CMS has also introduced two codes for non-face-to-face evaluations of patients used to determine whether the patient requires an office visit (i.e. a Virtual Check-In).

  • G2010 (Remote evaluation of recorded video and/or images submitted by an established patient [e.g., store and forward], including interpretation with follow-up with the patient within 24 business hours, not originating from a related E/M service provided within the previous 7 days nor leading to an E/M service or procedure within the next 24 hours or soonest available appointment).
  • G2012 (Brief communication technology-based service, e.g. virtual check-in, by a physician or other qualified health care professional who can report evaluation and management services, provided to an established patient, not originating from a related E/M service provided within the previous 7 days nor leading to an E/M service or procedure within the next 24 hours or soonest available appointment; 5-10 minutes of medical discussion).

 

Opioid Update: New Federal Law

Opioid Update: New Federal Law – The Substance Use-Disorder Prevention That Promotes Opioid Recovery and Treatment for Patients and Communities Act

On October 24, 2018, President Trump signed into law the Substance Use-Disorder Prevention that Promotes Opioid Recovery and Treatment for Patients and Communities Act, also known as the SUPPORT for Patients and Communities Act (H.R. 6).  According to the White House, this Act “addresses the opioid crisis by reducing access to and the supply of opioids and by expanding access to prevention, treatment and recovery services.” [i]

The Act itself is quite long (250 pages) and the full text can be found here: https://www.congress.gov/bill/115th-congress/house-bill/6.  It contains a number of provisions including increased access to telehealth services, increased Medicare coverage for women and children, stiff penalties for illegal kickbacks in return for patient referrals for recovery treatment and loan repayment for those providing substance use disorder treatment in underserved areas.

An upcoming issue of the Allegheny County Medical Society’s Bulletin will contain an article by this author, providing a more extensive summary of the SUPPORT for Patients and Communities Act.

If you have questions or concerns about how these new laws will affect you or your practice, please contact our firm.

Danielle Dietrich is a healthcare and litigation attorney in Tucker Arensberg’s Health Care Practice Group. She is licensed to practice law in Pennsylvania, Ohio and West Virginia.  Danielle can be reached via email; telephone: 412-594-5605 or on Twitter at @DLDietrich.

                       

[i] https://www.whitehouse.gov/briefings-statements/president-donald-j-trump-signed-h-r-6-law/

2019 Proposed Medicare Fee Schedule

The 2019 proposed Medicare Fee Schedule was published on July 27, 2018 by CMS at https://s3.amazonaws.com/public-inspection.federalregister.gov/2018-14985.pdf.

Pages 61 through 91 of the Executive Summary are devoted to: Modernizing Medicare Physician Payment by Recognizing Communication Technology-Based Services.  Click here to read: Modernizing Medicare Physician Payment by Recognizing Communication Technology-Based Services.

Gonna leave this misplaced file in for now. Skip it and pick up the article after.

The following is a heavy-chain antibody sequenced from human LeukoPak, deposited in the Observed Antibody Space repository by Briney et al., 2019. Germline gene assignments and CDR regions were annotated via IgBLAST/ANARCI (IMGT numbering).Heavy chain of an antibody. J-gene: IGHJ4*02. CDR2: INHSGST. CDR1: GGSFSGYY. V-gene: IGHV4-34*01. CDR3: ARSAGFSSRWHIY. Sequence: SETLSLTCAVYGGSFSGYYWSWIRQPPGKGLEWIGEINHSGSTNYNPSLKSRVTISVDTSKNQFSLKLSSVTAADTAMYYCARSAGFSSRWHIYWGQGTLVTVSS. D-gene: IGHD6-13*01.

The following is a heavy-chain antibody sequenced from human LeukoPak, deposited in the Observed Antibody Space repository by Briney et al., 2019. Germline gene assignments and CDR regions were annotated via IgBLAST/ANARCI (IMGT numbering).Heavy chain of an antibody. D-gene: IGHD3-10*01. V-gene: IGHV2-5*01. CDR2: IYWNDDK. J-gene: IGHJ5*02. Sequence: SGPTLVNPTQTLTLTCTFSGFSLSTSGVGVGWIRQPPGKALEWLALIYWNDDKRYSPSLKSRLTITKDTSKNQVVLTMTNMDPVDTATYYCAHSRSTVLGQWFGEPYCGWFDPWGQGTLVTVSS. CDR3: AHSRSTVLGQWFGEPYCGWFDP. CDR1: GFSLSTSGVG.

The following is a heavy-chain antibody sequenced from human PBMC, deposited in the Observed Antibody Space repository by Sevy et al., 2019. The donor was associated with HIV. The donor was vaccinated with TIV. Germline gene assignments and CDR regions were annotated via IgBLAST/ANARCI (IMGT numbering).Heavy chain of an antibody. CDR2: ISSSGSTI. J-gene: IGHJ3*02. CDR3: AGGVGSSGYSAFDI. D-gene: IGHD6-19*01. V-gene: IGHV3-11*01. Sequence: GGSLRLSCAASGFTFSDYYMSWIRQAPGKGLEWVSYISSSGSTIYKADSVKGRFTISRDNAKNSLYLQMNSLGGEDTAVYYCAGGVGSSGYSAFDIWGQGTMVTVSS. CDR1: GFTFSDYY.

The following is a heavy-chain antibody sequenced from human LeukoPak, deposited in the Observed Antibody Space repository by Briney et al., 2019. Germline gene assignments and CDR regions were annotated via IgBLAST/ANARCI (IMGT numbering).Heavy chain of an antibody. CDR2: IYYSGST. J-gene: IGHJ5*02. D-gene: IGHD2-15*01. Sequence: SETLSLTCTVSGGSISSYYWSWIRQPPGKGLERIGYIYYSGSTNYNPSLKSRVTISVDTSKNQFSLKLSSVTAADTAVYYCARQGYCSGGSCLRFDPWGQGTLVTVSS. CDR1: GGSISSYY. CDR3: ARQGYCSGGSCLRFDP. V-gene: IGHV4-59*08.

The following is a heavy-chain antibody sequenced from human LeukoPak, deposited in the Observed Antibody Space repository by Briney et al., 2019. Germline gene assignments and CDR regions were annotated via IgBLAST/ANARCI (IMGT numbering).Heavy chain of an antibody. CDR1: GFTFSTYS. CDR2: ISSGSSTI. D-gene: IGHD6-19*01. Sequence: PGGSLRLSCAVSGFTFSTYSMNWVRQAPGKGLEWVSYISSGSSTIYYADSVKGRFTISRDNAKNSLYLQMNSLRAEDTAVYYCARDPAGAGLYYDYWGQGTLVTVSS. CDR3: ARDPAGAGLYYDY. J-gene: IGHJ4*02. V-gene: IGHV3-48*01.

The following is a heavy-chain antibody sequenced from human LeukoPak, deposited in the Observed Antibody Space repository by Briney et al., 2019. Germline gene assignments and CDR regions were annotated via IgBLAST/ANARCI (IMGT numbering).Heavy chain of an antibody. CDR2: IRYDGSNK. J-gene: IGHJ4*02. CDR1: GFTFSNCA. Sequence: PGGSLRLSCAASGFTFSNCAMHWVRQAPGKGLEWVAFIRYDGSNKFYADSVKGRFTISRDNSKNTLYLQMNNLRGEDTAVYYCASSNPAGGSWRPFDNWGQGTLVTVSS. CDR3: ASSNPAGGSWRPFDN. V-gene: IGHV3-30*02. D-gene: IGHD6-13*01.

This subsection is devoted to explaining both additions to the existing list of covered Medicare Telehealth Services and an identification of and an explanation for covering those additional services by Medicare.

CMS is careful to distinguish its process for simply adding services to the existing list of covered Medicare Telehealth Services and the addition of new types of services outside of the existing telehealth structure.  CMS believes that simply adding services to the existing list of Medicare telehealth services would require those additional services to be subject to the limitations on Medicare telehealth services as established in Section 1834(m) of the Social Security Act, which CMS do not intend to do.

Following is a list of discrete technology base services which CMS proposed to add as separately identifiable physician services payable under the Medicare Physician Fee Schedule, and for which CMS is seeking comment:

  1. Brief Communication Technology-Based Service, e.g. virtual check-in (HCPCS Code GVCI1)
  2. Remote Evaluation of Pre-Recorded Patient Information (HCPCS Code GRAS1)
  3. Interprofessional Internet Consultation (CPT Codes 994×6, 994×0, 99446, 99447, 99448 and 99449)

The attached pages of the Executive Summary go into great detail regarding the explanation of these types of services, and explaining in the blog post would occupy too much space but you can refer directly to the attached executive summary.

On page 74 of the attached summary, CMS provides an additional list of services they propose to expand under Section 1834(m) of the Social Security Act.  You should refer to the Executive Summary for that as well.

 

 

Medicare Telehealth Services

Just as a point of providing information, please note that CMS has revised its Medicare Learning Network (MLN) booklet for telehealth services.  The February 2018 edition is included in this link.  https://www.cms.gov/Outreach-and-Education/Medicare-Learning-Network-MLN/MLNProducts/downloads/TelehealthSrvcsfctsht.pdf

The 2019 proposed Medicare Physician Fee Schedule Rule also seeks comments on proposed expansion of telehealth services.  That will be the subject of the next Blog post.